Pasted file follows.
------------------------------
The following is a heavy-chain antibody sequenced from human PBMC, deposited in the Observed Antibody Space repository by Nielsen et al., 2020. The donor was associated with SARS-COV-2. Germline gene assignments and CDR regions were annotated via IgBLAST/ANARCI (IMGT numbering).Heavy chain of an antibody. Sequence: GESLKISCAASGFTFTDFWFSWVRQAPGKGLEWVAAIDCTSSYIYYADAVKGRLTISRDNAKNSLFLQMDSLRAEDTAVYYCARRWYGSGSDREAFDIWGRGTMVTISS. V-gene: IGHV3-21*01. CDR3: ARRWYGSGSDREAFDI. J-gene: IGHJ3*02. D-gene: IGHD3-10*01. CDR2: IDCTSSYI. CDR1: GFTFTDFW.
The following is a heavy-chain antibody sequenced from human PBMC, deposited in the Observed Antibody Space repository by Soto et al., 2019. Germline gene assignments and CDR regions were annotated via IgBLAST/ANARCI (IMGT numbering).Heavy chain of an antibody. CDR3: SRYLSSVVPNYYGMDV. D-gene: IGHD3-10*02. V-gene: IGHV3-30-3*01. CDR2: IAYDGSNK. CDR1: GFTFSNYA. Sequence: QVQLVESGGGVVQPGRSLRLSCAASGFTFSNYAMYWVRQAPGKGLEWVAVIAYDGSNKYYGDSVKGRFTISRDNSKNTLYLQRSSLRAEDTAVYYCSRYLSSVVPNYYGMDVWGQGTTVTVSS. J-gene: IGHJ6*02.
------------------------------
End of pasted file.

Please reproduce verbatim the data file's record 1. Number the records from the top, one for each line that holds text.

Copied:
The following is a heavy-chain antibody sequenced from human PBMC, deposited in the Observed Antibody Space repository by Nielsen et al., 2020. The donor was associated with SARS-COV-2. Germline gene assignments and CDR regions were annotated via IgBLAST/ANARCI (IMGT numbering).Heavy chain of an antibody. Sequence: GESLKISCAASGFTFTDFWFSWVRQAPGKGLEWVAAIDCTSSYIYYADAVKGRLTISRDNAKNSLFLQMDSLRAEDTAVYYCARRWYGSGSDREAFDIWGRGTMVTISS. V-gene: IGHV3-21*01. CDR3: ARRWYGSGSDREAFDI. J-gene: IGHJ3*02. D-gene: IGHD3-10*01. CDR2: IDCTSSYI. CDR1: GFTFTDFW.